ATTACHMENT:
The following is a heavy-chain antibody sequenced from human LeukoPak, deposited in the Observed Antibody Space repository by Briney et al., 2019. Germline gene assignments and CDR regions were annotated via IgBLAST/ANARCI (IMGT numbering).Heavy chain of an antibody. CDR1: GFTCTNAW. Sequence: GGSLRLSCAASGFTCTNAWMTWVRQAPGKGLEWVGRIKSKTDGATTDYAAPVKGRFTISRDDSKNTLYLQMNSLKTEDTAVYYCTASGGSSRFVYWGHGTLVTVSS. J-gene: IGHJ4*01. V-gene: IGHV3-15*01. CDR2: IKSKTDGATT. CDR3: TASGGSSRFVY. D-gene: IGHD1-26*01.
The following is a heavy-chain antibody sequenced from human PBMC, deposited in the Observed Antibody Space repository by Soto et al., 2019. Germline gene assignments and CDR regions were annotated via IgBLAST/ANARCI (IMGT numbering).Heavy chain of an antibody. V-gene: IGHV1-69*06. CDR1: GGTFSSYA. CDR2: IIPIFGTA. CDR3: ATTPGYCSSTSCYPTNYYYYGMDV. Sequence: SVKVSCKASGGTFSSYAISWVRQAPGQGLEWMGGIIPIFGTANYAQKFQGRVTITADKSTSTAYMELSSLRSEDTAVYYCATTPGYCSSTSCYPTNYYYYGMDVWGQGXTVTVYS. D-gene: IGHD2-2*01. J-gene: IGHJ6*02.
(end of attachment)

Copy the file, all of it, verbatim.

The following is a heavy-chain antibody sequenced from human LeukoPak, deposited in the Observed Antibody Space repository by Briney et al., 2019. Germline gene assignments and CDR regions were annotated via IgBLAST/ANARCI (IMGT numbering).Heavy chain of an antibody. CDR1: GFTCTNAW. Sequence: GGSLRLSCAASGFTCTNAWMTWVRQAPGKGLEWVGRIKSKTDGATTDYAAPVKGRFTISRDDSKNTLYLQMNSLKTEDTAVYYCTASGGSSRFVYWGHGTLVTVSS. J-gene: IGHJ4*01. V-gene: IGHV3-15*01. CDR2: IKSKTDGATT. CDR3: TASGGSSRFVY. D-gene: IGHD1-26*01.
The following is a heavy-chain antibody sequenced from human PBMC, deposited in the Observed Antibody Space repository by Soto et al., 2019. Germline gene assignments and CDR regions were annotated via IgBLAST/ANARCI (IMGT numbering).Heavy chain of an antibody. V-gene: IGHV1-69*06. CDR1: GGTFSSYA. CDR2: IIPIFGTA. CDR3: ATTPGYCSSTSCYPTNYYYYGMDV. Sequence: SVKVSCKASGGTFSSYAISWVRQAPGQGLEWMGGIIPIFGTANYAQKFQGRVTITADKSTSTAYMELSSLRSEDTAVYYCATTPGYCSSTSCYPTNYYYYGMDVWGQGXTVTVYS. D-gene: IGHD2-2*01. J-gene: IGHJ6*02.